Losing war on drugs: Iran is on the heroin supply route from Asia to Europe.
Opiates - and cannabis - produced in Afghanistan transit through Iraq
before being distributed in Europe. Their consumption is growing in Baghdad
Repeat yet again. Although Washington took the lead thirty years ago
in the global anti-drug war, narcotics seem to stubbornly want to surge through
the wake of the American Army.
Thus, in 2001, following the prohibition of poppy cultivation by the Taliban,
Afghanistan had seen its opium production fall by 185 tons... to shoot up to
3,200 tons (or a 1,700% increase) immediately after the United States' intervention,
a scenario that is finding an echo today in Iraq. According to the Iranian Hamid
Ghodse, President of the OICS (Organe international de contrôle des stupéfiants,
an expert group headquartered in Vienna charged with applying UN conventions
relating to drugs), Iraq is in the process of becoming an important transit
country on the route for Afghan heroin. Opiates and cannabis produced in Afghanistan
"are brought through Iraq to Jordan from where they are sent on to the
European markets of the East and West," he declared during a press conference
given Thursday in Vienna.
This tendency is confirmed by the rise in narcotics seizures along the Iraqi-Jordanian
border the last twelve months. "This situation is made possible by the
domestic situation in Iraq, where border controls have been loosened and traffickers
can come through disguised as pilgrims" going to the great Shiite cities,
propounded Hamid Ghodse, for whom the situation is comparable to that of most
countries emerging from a conflict situation.
While drug problems have been historically unknown in Iraq (out of fear of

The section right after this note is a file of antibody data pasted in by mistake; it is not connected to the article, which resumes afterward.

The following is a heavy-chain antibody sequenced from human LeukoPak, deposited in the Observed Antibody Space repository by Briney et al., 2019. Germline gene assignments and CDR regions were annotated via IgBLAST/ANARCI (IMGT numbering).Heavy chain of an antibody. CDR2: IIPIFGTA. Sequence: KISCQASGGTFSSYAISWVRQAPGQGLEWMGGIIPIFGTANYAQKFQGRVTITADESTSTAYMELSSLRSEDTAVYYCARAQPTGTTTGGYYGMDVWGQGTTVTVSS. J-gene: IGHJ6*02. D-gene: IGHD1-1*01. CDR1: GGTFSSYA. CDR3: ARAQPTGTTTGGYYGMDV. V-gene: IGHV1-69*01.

repression striking traffickers and consumers or quite simply from lack of information),
OICS has worried about the new trend since its March 2004 annual report. "Drugs
have started to enter the country in huge quantities, notably through the Eastern
border," with Iran, revealed Iraqi Minister of the Interior Nouri Badrane
then, who worried especially about the increase in narcotics consumption among
young Iraqis: "Consumption of these drugs is on the rise, due to unemployment,
insecurity, and the sense of uncertainty about the future, especially among
young people." A few months later, his equivalent at the Health Ministry
talked about "a problem that has become endemic," submitting a number
of 2,029 registered addicts.
A trend confirmed this year by Hamid Ghodse, who, on Thursday, inventoried
a troubling increase in the number of addicts treated in the capital's hospitals,
but also in other cities in the country. To confront the situation, Baghdad
has adopted a national anti-narcotics plan. "It's urgent that the Iraqi
government and the international community take the preventative measures the
situation requires before it becomes worse," Hamid Ghodse concluded.
A deterioration that Washington, which for the moment has other priorities,
could also pay the price for. If drug consumption by GIs is not at present the
subject of any study, the highlight of the June 2004 edition of the magazine
"High Times" (specializing in cannabis) was a GI in Iraq posing next
to a cannabis plant. In 1971, 11% of GIs based in Vietnam declared that they
consumed heroin regularly, while one in five said that they had tried it.
It was following their return to the United States that Nixon decided to launch
his global war on drugs.